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February 17, 2004.

LAURIE Q., by her guardian ad litem, et al., Plaintiffs,

The opinion of the court was delivered by: MARILYN PATEL, Chief Judge, District

Plaintiffs Laurie Q. et al, individually and on behalf of others similarly situated, are or were special needs foster children in the care and custody of defendant Contra Costa County ("the County"). Plaintiffs maintain that the County, allegedly the representative payee of Social Security benefits for the children, impeded the adoption process and used the benefits for purposes unrelated to the children. Plaintiffs also allege that defendant engaged in widespread violations of the laws enacted to protect the children. Now before the court is defendant's motion to dismiss portions of the first, third, and sixth causes of action contained in plaintiff's second amended complaint.*fn1 Defendant argues to the court that the Eleventh Amendment bars plaintiffs' prayers for compensatory monetary relief, that the doctrine of Younger abstention prevents this court from granting injunctive relief on plaintiff's first cause of action, and that named plaintiffs' claims have been mooted because they are no longer within the County's foster care system. Having considered the parties' arguments and submission, and for the reasons set forth below, the court now enters the following memorandum and order. Page 2


  I. General Factual and Procedural History

  Laurie Q., Angel L., Megan W., Christina T., Rebecca T., Jesse B., Kendra G., and Cherida L., the named plaintiffs in this action, are minors who had been or are committed to the custody of the County. Plaintiffs claim that Laurie Q. suffers from attention deficit hyperactive disorder; Angel L. is developmentally delayed; Megan W., Christine T., and Rebecca T. have special needs; Jesse B. is hyperactive; and Cherida J. is diagnosed with Joubert's Syndrome, a massive congenital brain anomaly, and cortical blindness. Plaintiffs submit that all but Cherida J. tested positive for drugs and /or alcohol at birth and that Laurie Q., Angel L., Christine T., and Rebecca T. were subject to sexual and/or physical abuse at some point. As minors, each of the named plaintiffs was taken into legal custody, made dependents of the County, and placed in foster care.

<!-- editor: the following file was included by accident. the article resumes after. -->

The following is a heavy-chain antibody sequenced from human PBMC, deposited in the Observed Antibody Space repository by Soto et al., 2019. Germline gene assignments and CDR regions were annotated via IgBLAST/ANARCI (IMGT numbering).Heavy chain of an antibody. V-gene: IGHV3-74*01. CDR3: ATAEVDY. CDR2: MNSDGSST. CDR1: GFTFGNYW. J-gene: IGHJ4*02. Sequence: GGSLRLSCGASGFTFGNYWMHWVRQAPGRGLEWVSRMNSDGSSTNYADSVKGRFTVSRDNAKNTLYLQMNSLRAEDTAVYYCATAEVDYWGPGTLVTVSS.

The Aid to Families with Dependent Children — Foster Care ("AFDC — FC") program is a cooperative federal — state program authorized by Title IV of the SSA, 42 U.S.C. § 601 et seq. The program includes a foster care provision authorizing disbursements of funds for children placed in foster care upon a judicial determination that the children's homes are not conducive to their welfare. See 42 U.S.C. § 608. The federal government provides financing on a matching fund basis to states that administer the AFDC — FC program. Participation in the program is voluntary, but participating states must comply with the requirements of the Social Security Act ("SSA"). There is no cap on the amount of federal reimbursement. Currently, of the total costs for foster care maintenance in California, the federal government covers 50 percent, the state covers 37.5 percent, and each county's share is 12.5 percent.

  Because of their status as indigent disabled persons, plaintiffs are entitled to receive benefits that assist in alleviating expenses incurred as a result of their special needs. These benefits include Supplemental Security Income ("SSF") and Adoption Assistance Program ("AAP") funds. Under the SSA, a qualified individual or organization may be appointed as a representative payee for an SSI beneficiary. 42 U.S.C. § 1383(a)(2)(A)(ii)(I). The payee receives the funds for the use and benefit of the SSI beneficiary. Id. Here, the County served as the representative payee for the minor beneficiaries who were made dependents. Page 3